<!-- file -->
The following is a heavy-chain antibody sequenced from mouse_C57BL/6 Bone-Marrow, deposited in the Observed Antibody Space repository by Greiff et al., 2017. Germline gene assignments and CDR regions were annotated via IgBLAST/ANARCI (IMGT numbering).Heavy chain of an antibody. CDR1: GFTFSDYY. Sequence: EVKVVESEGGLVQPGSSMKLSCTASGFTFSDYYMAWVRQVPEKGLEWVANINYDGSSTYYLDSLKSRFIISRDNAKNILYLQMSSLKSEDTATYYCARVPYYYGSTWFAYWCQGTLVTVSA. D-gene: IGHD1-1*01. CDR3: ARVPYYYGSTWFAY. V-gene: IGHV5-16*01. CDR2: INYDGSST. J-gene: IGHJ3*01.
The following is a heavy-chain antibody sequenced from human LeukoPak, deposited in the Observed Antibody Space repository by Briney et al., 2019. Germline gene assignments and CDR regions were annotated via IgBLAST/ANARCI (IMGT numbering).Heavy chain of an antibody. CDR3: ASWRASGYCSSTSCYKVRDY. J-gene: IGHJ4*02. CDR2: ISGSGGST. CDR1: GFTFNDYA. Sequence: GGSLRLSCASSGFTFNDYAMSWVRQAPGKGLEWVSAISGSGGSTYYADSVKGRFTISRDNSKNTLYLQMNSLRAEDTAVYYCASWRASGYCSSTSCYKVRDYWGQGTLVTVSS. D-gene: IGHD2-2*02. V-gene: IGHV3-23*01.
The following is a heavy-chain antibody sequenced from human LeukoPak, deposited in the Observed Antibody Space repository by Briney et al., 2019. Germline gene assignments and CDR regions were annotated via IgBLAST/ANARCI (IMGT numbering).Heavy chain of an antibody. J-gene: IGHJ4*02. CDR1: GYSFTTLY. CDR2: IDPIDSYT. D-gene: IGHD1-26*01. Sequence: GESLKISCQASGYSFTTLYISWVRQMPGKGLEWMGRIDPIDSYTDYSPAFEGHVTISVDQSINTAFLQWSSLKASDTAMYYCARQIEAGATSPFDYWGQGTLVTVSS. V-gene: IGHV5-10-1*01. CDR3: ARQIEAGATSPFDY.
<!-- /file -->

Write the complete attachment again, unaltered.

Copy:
The following is a heavy-chain antibody sequenced from mouse_C57BL/6 Bone-Marrow, deposited in the Observed Antibody Space repository by Greiff et al., 2017. Germline gene assignments and CDR regions were annotated via IgBLAST/ANARCI (IMGT numbering).Heavy chain of an antibody. CDR1: GFTFSDYY. Sequence: EVKVVESEGGLVQPGSSMKLSCTASGFTFSDYYMAWVRQVPEKGLEWVANINYDGSSTYYLDSLKSRFIISRDNAKNILYLQMSSLKSEDTATYYCARVPYYYGSTWFAYWCQGTLVTVSA. D-gene: IGHD1-1*01. CDR3: ARVPYYYGSTWFAY. V-gene: IGHV5-16*01. CDR2: INYDGSST. J-gene: IGHJ3*01.
The following is a heavy-chain antibody sequenced from human LeukoPak, deposited in the Observed Antibody Space repository by Briney et al., 2019. Germline gene assignments and CDR regions were annotated via IgBLAST/ANARCI (IMGT numbering).Heavy chain of an antibody. CDR3: ASWRASGYCSSTSCYKVRDY. J-gene: IGHJ4*02. CDR2: ISGSGGST. CDR1: GFTFNDYA. Sequence: GGSLRLSCASSGFTFNDYAMSWVRQAPGKGLEWVSAISGSGGSTYYADSVKGRFTISRDNSKNTLYLQMNSLRAEDTAVYYCASWRASGYCSSTSCYKVRDYWGQGTLVTVSS. D-gene: IGHD2-2*02. V-gene: IGHV3-23*01.
The following is a heavy-chain antibody sequenced from human LeukoPak, deposited in the Observed Antibody Space repository by Briney et al., 2019. Germline gene assignments and CDR regions were annotated via IgBLAST/ANARCI (IMGT numbering).Heavy chain of an antibody. J-gene: IGHJ4*02. CDR1: GYSFTTLY. CDR2: IDPIDSYT. D-gene: IGHD1-26*01. Sequence: GESLKISCQASGYSFTTLYISWVRQMPGKGLEWMGRIDPIDSYTDYSPAFEGHVTISVDQSINTAFLQWSSLKASDTAMYYCARQIEAGATSPFDYWGQGTLVTVSS. V-gene: IGHV5-10-1*01. CDR3: ARQIEAGATSPFDY.